Master Your Telephoto Lens to Simplify Composition

A telephoto lens is not often the go-to lens for landscape photography. That accolade is usually given to your wide angle lens. However, over the years, I have been using my telephoto more and more to create powerful landscape images.

Struggling with composition? Maybe try just a telephoto lens for a week. One of the main reason behind the power of a telephoto lens is its ability to simplify the composition.

I recently came back from running an fall workshop in the Lake District National Park, UK, and more than half the images that we worked on during the four days ended up being shot with a 70-200mm (full frame) or 50-140mm (APS-C) lens. 

We got really lucky one morning and had a fantastic cloud inversion.  The immediate reaction was to grab a wide lens and shoot the entire scene as per the image below.

Wide angle view of cloud inversion over Elterwater, Lake District UK

However, when we took our time and started to look more closely at the emerging landscape, it was obvious that the more powerful compositions were actually "mini-scenes" below us.  Ironically, these are often the ones that are easier to shoot than the wide angle ones with foreground, midground, and background. So, if you struggle with composition, then using a telephoto lens may just help you. I find that if I lose my creative flow, then moving back to using a longer lens helps inspire me.

Here are two telephoto images from the same stunning scene:

Taken with a 70-200mm lens on Nikon Z7 at 135mm

Taken with 70-200mm on Nikon Z7 at 113mm

Here is another example of how a telephoto lens can be used to easily simplify the scene. By using a long lens, you often have fewer elements in a composition. In this case, the cloud formation and mountain create a strong juxtaposition and hence a powerful yet simple photograph.

Glen Coe, Scotland, taken with Nikon D810 and 70-200mm lens at 180mm

Simplification of the composition is just one advantage of using a telephoto lens for landscape, though. In this video, I talk about four others, including creating a impression of compressed perspective, cutting out the sky and foreground for more flexibility, using telephoto DOF to your advantage, and using small pockets of light to create composition.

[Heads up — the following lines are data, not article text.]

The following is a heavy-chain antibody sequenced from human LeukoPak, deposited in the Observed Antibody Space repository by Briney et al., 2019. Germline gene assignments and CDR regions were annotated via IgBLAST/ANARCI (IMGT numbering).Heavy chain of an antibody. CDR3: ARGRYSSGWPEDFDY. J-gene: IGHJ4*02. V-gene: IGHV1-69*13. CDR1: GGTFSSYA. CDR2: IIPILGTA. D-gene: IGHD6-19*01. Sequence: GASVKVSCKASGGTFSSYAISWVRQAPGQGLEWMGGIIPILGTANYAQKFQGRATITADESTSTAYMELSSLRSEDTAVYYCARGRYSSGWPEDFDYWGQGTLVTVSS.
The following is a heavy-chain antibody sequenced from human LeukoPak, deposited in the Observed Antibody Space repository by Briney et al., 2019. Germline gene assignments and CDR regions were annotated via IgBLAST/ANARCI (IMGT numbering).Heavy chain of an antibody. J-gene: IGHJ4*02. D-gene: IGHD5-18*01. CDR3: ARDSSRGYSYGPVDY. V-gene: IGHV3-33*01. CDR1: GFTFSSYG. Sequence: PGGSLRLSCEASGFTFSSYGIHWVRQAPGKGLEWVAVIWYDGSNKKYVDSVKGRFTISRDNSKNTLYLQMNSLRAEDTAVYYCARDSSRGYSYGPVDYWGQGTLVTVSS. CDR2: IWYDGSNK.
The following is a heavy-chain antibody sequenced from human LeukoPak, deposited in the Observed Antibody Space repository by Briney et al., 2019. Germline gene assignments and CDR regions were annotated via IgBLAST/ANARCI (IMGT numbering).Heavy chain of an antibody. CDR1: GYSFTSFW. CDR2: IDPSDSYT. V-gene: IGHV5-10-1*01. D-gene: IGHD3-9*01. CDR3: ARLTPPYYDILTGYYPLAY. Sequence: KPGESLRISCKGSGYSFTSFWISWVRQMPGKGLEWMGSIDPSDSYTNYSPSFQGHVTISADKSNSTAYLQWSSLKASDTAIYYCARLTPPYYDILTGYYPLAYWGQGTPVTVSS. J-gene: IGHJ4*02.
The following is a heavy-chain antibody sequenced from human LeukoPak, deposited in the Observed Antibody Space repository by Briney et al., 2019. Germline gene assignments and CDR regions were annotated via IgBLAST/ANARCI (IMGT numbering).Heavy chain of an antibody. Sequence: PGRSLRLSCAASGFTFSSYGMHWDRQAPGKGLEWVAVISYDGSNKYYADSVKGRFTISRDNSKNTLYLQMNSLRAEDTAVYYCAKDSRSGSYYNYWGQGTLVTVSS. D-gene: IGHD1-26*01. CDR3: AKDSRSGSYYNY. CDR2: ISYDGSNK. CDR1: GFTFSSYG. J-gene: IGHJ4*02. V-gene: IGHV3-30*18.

A telephoto lens needs to be treated carefully, and I recommend using these three fundamental principles when shooting with anything longer than 100mm:

1. Mount the telephoto on the tripod, not the camera.
2. Allow a longer timer for shake if using one to release the shutter.
3. Ensure you understand the impact of longer focal length on DOF. I suggest using an app like PhotoPills to calculate what will be in focus and what aperture to use.

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Tim Keagy's picture

Hi Nigel. Lately, I feel like I have been losing my creative edge. I'm a seascape photographer. I have a telephoto lens, and I think I will take up this advice. I don't use it much, and maybe I should. Thanks man. I needed this article.

Nigel Danson's picture

Great to hear Tim! Good luck!

Matthijs Bettman's picture

The reason my Nikon 105/2.8 is my 2nd most used lens (after the Nikon 24-70/2.8)! This shot is taken with the Nikon 105! I truly love that lens!
It's quality is unheard of and so light!

Pedro Pulido's picture

when shooting with a long lens, a fixed lens can be limiting as walking in any direction can be limiting and not make that much of a difference in the composition. a 70-200 is much more indicated as you can zoom instead of cropping in post. i would not recommend a 105 for landscape to be honest. although this image is beautiful!
Walking a step to the side can make a huge difference when using a wide angle and this is why a fixed wide such as a 16 or 24 can be very useful for landscape and still get the best quality out of a fixed prime. But for a tele, imho, nothing beats the versatility of a 70-200.

Matthijs Bettman's picture

I know! Saving for a 70-200 ;-)
I have used a 200-500 in the past, but that's even more limiting than the 105mm

Nigel Danson's picture

beautiful image!

Nick B's picture

I think that most amateur landscape photographers know now that you need both a wide lens and telephoto to get a nice variety of landscape images. A wide vista is nice, but you can get more impact with a telephoto. Every landscape photographer's Youtube vlog shows them using either wide lens or telephoto, so it's not a secret and in fact I challenge you to find a landscape photographer who only shoots wide. Speaking of my own limited experience, I'm most often in the mountains. A telephoto allows me to shoot woodlands in the valleys, a bit of wildlife (if lucky), and striking details in the mountains. It can be ice, rocks, menacing peaks, etc... Once I tried to photograph a frozen waterfall and wide wouldn't cut it it was too busy, and the best shot ended up to be a very tight zoom of a few details in the ice. It's often the same with glaciers. Close ups or seracs or fallen blocks are more impressive than the smoothed view of the glacier from far away.

Jordan McChesney's picture

I've been using my telephoto lens more and more over the past few months, but I'm overdue for an upgrade. My lens is super cheap, so when I go to the full 300mm, it's not super sharp. I'm try to muster up the courage to drop the cash required for a Nikkor 70-200 f/2.8. I'm buying it used, so It will be about half price, but it's still super pricey for anyone not making cash doing photography.

Anyway, good advice! "Pull out a longer lens" is a phrase anyone who's seen me in the Landscape and Nature group will be familiar with me using.